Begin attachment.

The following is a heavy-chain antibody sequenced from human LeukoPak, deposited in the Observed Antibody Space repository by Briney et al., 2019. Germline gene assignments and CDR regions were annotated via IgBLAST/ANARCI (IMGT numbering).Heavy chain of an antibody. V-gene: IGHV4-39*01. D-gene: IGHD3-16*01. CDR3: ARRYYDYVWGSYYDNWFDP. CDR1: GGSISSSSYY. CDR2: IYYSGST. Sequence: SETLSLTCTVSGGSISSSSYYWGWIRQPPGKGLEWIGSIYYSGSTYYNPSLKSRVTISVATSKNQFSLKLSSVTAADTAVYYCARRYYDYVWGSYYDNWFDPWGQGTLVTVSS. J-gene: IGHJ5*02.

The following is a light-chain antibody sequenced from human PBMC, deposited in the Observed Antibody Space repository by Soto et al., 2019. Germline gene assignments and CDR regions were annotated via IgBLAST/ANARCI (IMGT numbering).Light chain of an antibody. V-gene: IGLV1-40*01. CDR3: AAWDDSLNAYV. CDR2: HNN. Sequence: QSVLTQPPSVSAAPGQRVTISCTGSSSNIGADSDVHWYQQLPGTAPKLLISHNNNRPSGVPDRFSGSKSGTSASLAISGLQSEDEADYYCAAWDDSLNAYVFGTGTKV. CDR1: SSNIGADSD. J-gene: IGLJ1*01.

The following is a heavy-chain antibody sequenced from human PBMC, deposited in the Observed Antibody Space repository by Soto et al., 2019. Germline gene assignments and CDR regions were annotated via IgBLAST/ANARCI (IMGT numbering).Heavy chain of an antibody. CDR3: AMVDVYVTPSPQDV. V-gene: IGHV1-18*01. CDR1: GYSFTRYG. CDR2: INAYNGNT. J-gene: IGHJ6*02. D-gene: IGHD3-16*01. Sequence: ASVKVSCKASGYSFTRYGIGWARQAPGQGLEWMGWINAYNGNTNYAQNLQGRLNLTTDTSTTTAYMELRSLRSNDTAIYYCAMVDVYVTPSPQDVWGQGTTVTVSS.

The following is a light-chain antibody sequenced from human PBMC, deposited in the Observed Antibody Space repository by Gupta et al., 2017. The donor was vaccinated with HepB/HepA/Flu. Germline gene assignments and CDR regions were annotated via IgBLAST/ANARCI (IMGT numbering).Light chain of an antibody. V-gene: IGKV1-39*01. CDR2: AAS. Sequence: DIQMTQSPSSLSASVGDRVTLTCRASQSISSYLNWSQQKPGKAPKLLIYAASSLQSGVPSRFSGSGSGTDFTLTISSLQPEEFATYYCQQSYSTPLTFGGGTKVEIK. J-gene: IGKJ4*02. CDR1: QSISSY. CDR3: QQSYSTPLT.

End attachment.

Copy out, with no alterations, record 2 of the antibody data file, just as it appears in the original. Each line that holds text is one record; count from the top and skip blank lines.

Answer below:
The following is a light-chain antibody sequenced from human PBMC, deposited in the Observed Antibody Space repository by Soto et al., 2019. Germline gene assignments and CDR regions were annotated via IgBLAST/ANARCI (IMGT numbering).Light chain of an antibody. V-gene: IGLV1-40*01. CDR3: AAWDDSLNAYV. CDR2: HNN. Sequence: QSVLTQPPSVSAAPGQRVTISCTGSSSNIGADSDVHWYQQLPGTAPKLLISHNNNRPSGVPDRFSGSKSGTSASLAISGLQSEDEADYYCAAWDDSLNAYVFGTGTKV. CDR1: SSNIGADSD. J-gene: IGLJ1*01.